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README.vsnet Last updated: 2006-02-01
SVN includes a Visual Studio .NET 2005 solution, mono.sln, and some
projects files to build most of the unmanaged parts in Mono.
The "mono.sln" solution file contains the VC projects files for:
* Embedded Samples
* test-invoke.vcproj
* test-metadata.vcproj
* teste.vcproj
* Libraries
* libgc.vcproj
* libmono.vcproj
* Tools
* genmdesc.vcproj
* monoburg.vcproj
* monodiet.vcproj
* monodis.vcproj
* monograph.vcproj
* pedump.vcproj
* mono.vcproj
* A working (i.e. where you could succesfully build mono) cygwin
( setup! This is required to:
* generate some files (via monoburg and genmdesc);
* build the class libraries; and
* test for regressions.
* Visual Studio .NET 2005. Previous Visual Studio versions may work or
requires, hopefully minimal, changes.
* must be decompressed under the /mono/ directory
(otherwise you will need to edit all the projects files). This file can
be downloaded from
Sadly solution/projects files aren't easy to move from computers to
computers (well unless everyone follow the same naming convention) so
you'll likely have to changes some options in order to compile the
* each executed assembly (i.e. the EXE) must be able to find a
working mscorlib.dll (and all the other required assemblies).
This can be done in different ways. My preference is to use the
project "properties pages" in the "Configuration Properties
\Debugging\Environment" options and set MONO_PATH to the class
libraries directory build by cygwin (local) or on Linux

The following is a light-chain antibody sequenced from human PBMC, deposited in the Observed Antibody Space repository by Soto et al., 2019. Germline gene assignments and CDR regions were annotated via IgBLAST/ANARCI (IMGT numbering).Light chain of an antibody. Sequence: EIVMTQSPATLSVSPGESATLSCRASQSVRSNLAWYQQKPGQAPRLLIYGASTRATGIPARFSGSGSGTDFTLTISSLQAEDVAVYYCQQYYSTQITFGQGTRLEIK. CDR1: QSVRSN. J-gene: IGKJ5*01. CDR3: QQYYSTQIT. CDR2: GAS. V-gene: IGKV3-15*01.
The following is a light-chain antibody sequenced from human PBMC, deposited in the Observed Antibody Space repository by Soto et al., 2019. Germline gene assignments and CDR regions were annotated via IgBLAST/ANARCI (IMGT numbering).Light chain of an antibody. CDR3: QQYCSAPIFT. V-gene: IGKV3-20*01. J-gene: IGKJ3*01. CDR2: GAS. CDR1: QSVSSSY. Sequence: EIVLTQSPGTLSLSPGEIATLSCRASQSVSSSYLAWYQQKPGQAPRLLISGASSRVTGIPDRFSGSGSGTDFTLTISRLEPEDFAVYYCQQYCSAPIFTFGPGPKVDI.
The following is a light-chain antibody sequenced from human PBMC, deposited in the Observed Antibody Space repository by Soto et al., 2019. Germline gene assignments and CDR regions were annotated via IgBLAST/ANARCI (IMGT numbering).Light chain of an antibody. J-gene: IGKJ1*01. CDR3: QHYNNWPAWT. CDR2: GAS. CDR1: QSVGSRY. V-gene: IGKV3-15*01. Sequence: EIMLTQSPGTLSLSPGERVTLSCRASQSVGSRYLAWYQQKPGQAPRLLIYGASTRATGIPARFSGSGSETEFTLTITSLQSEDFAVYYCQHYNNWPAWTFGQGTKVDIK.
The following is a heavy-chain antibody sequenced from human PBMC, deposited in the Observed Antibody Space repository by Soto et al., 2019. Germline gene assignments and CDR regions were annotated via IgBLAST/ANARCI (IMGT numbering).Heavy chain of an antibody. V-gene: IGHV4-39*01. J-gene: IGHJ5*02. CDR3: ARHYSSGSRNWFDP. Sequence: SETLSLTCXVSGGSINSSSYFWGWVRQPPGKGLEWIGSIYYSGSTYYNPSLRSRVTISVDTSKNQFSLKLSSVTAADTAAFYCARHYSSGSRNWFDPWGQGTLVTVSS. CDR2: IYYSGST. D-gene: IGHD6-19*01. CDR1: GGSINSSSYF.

e.g. MONO_PATH=z:\svn\mcs\class\lib\default\
allows me to use the class libs build under Linux, while
use the one built from cygwin (after a make install)
Some useful informations to adapt the solution/project files...
* My cygwin root dir is: c:\cygwin\
* My username is: poupou
* My mono install prefix is: /opt/mono
Once everything is installed (and edited) you can right-click on the
"mono" solution (in the "Solution Explorer"), select "Clean
Solution" (for the first time) then "Build Solution".
[1] Most, BUT NOT ALL, the regressions tests pass under this build. The
failures seems limited to some mathematical differences and to code
relying on the stack walking functions. The hacks to replace the GCC
functions (__builtin_frame_address and __builtin_return_address) are
[2] The solution doesn't provide complete (i.e. from scratch) build. It
requires a working cygwin environment to create some files (e.g. via
genmdesc, monoburg). This isn't so bad as without cygwin you wouldn't be
able to test Mono properly (see REQUIREMENTS);
[3] Only the Debug target is configured properly (that would be easy to
fix, but would require turning off some optimizations like omitting
stack frames). Anyway there are other issues [1] to fix before switching
to Release and IMHO the _biggest_ advantage to VS.NET is it's debugger/
debugging tools;
[4] The C compiler emits _lots_ of warning during compilation. Some
warnings have been turned off for some projects (there was so much that
it slowed down compilation). You can bring them back (or hide more of
them) using the project "properties pages" windows, "Configuration
Properties\C/C++\Advanced\Disable Specific Warnings";
[5] Visual Studio 2005 should have all the latest header files required,
but if not (or if you're using an older version of VS) then install MS
Platform SDK (Windows Server 2003 is the latest) to ensure you have the
latest Windows header files. You can download it from:
[6] Not everyone has VS.NET so it is possible you may have to add some
(new) files to the build from time to time. See "more informations" for
reporting those changes.
[7] Probably a lot more I didn't discover... or has changed since.
Please email <> if you have any problem
and/or if there's something wrong/missing in the instructions.
An online version of this file is available at